Holman Jenkins has a different take on Congress's insiders engaged in insider trading ("Congress's Insider-Trading Non-Scandal"). He writes that, "There are few ways in which a congressman can be more innocently employed than in day trading." But, on the whole, "... congressmen underperform the market for all the same reasons that most active traders do. They buy high, sell low and waste money on trading commissions."
Points granted. They are all just people, like the rest of us. But they are the ones who suggest that they go by a higher standard ("public servants"). They are the ones who are zealous about regulating all of the (other) "greedy" people out there. They are the ones who have the power to tax, subpeona, prosecute, regulate, etc. They are the ones who are always ready and eager to exempt themselves form the laws and regulations they impose on others.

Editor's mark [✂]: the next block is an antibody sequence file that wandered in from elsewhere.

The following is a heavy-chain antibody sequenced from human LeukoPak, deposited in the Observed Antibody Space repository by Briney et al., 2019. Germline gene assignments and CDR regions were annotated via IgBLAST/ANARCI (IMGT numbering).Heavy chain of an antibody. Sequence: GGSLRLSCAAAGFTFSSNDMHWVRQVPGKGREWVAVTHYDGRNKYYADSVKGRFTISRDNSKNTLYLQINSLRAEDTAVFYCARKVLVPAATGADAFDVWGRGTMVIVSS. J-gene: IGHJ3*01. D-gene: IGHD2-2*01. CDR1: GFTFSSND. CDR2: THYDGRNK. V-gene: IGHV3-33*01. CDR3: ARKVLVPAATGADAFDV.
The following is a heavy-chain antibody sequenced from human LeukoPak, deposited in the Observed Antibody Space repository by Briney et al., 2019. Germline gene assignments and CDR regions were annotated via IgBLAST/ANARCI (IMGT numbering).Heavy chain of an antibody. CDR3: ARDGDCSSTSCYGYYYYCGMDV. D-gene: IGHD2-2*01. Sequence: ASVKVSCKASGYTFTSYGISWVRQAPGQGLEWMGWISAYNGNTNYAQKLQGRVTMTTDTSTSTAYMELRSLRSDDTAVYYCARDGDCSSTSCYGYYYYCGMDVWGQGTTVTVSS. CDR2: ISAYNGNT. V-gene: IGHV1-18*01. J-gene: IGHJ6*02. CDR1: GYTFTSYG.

I agree with Jenkins that "insider trading" is a complex idea and there are always over-zealous prosecutions (e.g., Martha Stewart). But I worry about under-zealous (probably no such word) when it comes to the folks who are special in the four ways I just mentioned.